There are some key items to consider to determine if a Cloud computing solution is right for you and your business. In this video, Bob McGannon discusses Cloud computing factors, such as time to implement, scalability needs, and data sensitivity. In addition, the considerations for disaster recovery, or business continuity, and resource availability are discussed. Cloud computing can provide a very favorable option, however, it doesn’t mean all solutions should be cloud-based.
- As an avid hiker I recognize safe and dangerous cloud formations. When you're in a remote area the last thing you want is to be caught in severe weather. Now there's a whole new type of cloud, and just as with hiking, there are good and bad clouds in the technical world. Let's talk about cloud computing and discuss the pros and cons of utilizing cloud services. Let's start with a definition. Cloud computing is a general term for the delivery of hosted services over the Internet.
So someone else, a vendor, provides the hardware and/or software to host a solution for you. For example, you may use a cloud service to store your data or music files online. Your service provider manages the servers and the software for you. No more backups to worry about as that's part of the cloud service. Services provided by cloud computing are also called software as a service, SaaS, and infrastructure as a service, IaaS.
Software as a service is also referred to as web services. Here are some key things to think about when considering a cloud computing solution. The first is time to implement. If time is of the essence for your project implementation, a cloud solution is often quicker to implement. It's a matter of finding the right service provider and configuring the solution. The risk shifts to the vendor to configure the solution for your needs, and for you to manage the overall implementation.
Second is your scalability needs. With cloud solutions your company typically pays based on actual usage. If your system usage varies from month to month, you only pay for the services used. In addition, if your company grows substantially, a good cloud service can easily scale up to meet your needs. In contrast, if you host the solution yourself, you'll be required to have infrastructure in place to meet your company's varying peak loads, and during non-peak times, you'll have infrastructure that's being underutilized.
The third item to consider for cloud solutions is data sensitivity. This can be one of the more challenging aspects of cloud services. If you host the solution within your company, you're in full control and directly manage the level of security. With cloud computing, you lose some of that control, but there are still techniques to manage the situation. You should communicate your data privacy requirements and determine if the provider can meet your needs. Then you can arrange to conduct audits as appropriate to validate the safety of your data.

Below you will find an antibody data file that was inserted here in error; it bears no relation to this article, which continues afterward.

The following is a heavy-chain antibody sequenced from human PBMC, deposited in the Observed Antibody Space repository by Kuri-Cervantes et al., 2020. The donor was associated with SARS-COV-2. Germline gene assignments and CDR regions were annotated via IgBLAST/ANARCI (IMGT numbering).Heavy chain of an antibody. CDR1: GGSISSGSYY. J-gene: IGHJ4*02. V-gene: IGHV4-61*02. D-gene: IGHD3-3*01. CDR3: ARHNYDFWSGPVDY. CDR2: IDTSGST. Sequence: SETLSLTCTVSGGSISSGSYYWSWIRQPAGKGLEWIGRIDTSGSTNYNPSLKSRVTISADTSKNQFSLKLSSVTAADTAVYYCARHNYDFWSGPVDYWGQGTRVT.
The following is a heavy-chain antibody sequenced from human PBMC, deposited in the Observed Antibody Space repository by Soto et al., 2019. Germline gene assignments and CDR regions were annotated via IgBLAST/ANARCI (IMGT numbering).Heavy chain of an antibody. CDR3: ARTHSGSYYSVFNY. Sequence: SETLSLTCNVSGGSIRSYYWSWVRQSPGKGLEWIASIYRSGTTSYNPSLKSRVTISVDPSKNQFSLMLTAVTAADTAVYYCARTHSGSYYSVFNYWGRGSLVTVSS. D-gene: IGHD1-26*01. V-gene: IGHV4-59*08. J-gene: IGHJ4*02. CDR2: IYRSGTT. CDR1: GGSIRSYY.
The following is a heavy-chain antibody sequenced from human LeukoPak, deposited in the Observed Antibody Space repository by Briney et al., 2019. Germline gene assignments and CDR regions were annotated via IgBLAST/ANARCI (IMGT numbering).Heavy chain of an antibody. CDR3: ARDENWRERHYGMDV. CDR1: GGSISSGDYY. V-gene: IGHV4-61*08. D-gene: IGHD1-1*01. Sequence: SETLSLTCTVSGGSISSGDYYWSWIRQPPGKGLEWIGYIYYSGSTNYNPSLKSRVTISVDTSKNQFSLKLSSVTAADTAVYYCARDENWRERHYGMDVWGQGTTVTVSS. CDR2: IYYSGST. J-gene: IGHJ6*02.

The next consideration is disaster recovery. Disaster recovery, sometimes called business continuity, is an important component of any technology solution. Disaster recovery will need to be started in the event the application or infrastructure fails, and the estimated time to fix the problem will have a negative impact on your business. To avoid a long delay, you shift the delivery of your computing services to an alternate location. When selecting a cloud service provider, ask about their disaster recovery approach and when disaster recovery would be started.
Don't assume that disaster recovery's automatically provided by a cloud service provider. Service level agreements should be used to communicate the conditions for invoking disaster recovery and how it will be delivered. Finally, resource availability is a consideration. Even when using a cloud service provider, you'll still need knowledgeable resources to support your solution while it's being developed and to adjust your technology if business needs change.
Cloud computing can be a very favorable option. However, it doesn't mean all solutions should be cloud-based. If the answer is not obvious regarding a cloud solution, or if you're concerned about certain aspects of a cloud implementation, I recommend performing significant analysis to determine the right answer for your business. That way you can help ensure you won't be caught in a bad storm.
- Identifying and managing stakeholders
- Guiding process and organizational change
- Considering a cloud-based solution
- Planning a technology project
- Assessing risks and changes
- Executing a technology project
- Addressing challenges such as conflict and changing priorities